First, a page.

Surface Preparation, The secret to Long Paint LifeBy Kevin Dressel - February 15th, 2013
Always think of the entire coatings system as a single unit especially when selecting coatings for exterior and interior surfaces. Choose a top coating with regard to the primer and surface over which it will be applied. Conversely select an undercoat that is conrpatible with the top coat and the substrate, and be sure to buy quality products.
As a rule, good results and long paint life are more dependent on correct surface preparation for exterior paint than for interior paint; adequate surface preparation is important for both. Over 80% of all paint failures can be attributed to poor or improper surface preparation. Several examples follow.
Moisture can cause peeling paint on the lower part of stucco or other masonary walls. Water entering the ground can be absorbed into masonry, then rnigrate upward and, warmed by the sun, create water vapor pressure on the back side of the paint film. This problem is often accompanied by a white crystalline deposit on the paint and a general decomposition of the masonry itself. Applying a waterproofing compound to the surface of the paint will NOT help. Water must be stopped before it enters the masonary below the ground. Excavating and coating below grade surfaces with a coal tar or asphaltic coating will help.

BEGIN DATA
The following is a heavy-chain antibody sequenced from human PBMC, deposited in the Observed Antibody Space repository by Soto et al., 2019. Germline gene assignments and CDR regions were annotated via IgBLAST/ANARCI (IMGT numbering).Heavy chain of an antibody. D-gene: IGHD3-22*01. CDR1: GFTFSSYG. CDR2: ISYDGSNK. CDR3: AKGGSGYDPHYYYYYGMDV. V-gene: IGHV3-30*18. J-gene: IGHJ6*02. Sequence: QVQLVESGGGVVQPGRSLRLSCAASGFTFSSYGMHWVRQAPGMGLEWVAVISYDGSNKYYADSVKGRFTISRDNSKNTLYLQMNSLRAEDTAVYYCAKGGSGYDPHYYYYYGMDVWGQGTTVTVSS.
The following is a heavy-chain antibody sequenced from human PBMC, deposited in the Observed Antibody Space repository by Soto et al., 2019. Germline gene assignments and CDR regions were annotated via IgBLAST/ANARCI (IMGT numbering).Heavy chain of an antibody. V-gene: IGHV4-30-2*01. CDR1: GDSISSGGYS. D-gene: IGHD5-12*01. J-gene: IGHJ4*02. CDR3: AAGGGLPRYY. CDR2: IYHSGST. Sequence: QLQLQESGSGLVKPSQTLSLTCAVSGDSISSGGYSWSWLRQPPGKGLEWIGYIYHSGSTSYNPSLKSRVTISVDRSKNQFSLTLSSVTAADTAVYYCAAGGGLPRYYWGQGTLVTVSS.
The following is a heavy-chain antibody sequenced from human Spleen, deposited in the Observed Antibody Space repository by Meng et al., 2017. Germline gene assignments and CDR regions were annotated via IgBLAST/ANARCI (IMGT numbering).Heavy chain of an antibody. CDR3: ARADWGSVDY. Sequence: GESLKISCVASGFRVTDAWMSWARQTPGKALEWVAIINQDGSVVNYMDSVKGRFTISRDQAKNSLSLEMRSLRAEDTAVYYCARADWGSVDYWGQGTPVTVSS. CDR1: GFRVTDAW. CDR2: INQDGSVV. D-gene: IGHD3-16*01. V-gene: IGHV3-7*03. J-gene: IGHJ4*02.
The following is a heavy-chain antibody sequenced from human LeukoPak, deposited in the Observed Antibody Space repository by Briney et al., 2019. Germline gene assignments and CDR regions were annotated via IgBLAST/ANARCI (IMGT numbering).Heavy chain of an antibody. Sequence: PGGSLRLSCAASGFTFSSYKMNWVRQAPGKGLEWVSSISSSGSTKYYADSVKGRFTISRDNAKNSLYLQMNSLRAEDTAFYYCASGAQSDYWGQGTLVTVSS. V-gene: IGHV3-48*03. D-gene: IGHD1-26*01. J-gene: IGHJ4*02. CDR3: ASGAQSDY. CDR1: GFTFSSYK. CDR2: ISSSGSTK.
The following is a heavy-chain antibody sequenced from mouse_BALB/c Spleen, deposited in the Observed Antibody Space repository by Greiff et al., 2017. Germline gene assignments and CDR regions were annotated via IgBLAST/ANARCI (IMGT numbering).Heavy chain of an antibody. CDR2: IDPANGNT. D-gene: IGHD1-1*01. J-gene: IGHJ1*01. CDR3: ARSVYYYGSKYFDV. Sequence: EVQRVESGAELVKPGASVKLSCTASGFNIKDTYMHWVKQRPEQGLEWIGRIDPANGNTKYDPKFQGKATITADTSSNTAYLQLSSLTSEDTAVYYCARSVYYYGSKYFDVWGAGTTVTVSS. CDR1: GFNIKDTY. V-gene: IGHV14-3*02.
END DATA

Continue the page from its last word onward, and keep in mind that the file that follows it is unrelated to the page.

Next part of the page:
Improving the drainage of the water away from the structure will also help. This problem of water wicking also occurs with wood in contact with the ground or areas of high moisture concentration (piled snow, siding adjacent to rain water down spouts, etc), causing the grain to swell. This in turn causes the paint to peel from the surface.
Two of the major causes of paint failure on exterior wood surfaces are either moisture passing through the substrate from the interior, or exterior sources of moisture getting behind the paint film. These may result from faulty flashing, lack of adequate ventilation in the house itself (i.e., ridge vents, soffit vents, attic vents) allowing trapped moisture to eveporate, improper or inadequate calking, or a porous or cracked paint film, among others.
A clean surface is extremely important to both interior and exterior painting. To clean most surfaces prior to painting, use a mild detergent solution to remove accumulated dirt, chalk, and grim. Pressure washing with a portable high pressure washer is excellent for removal of dirt, surface contaminants, chalk, flaking and peeling paint from almost any exterior surface. After washing, rense the area thouroughly with water and allow to completely dry before painting with primer or finish coat.
Paint "chalking" is another problem. All exterior paints will "chalk" when continuously exposed to weather - some more than others. This chalking (a loose powder on the surface) must be removed or sealed to the surface with a clear surface sealer before repainting.
In mildew growth areas, exterior surfaces must be sterialized and cleaned properly before repainting.
Temperature and humidity have major effects upon drying and ultimately upon the characteristics of the paint film. These effects may impact the actual appearance and performance of the paint itself. Paint should be applied at temperature and humidity levels recommended by the paint manufactor.
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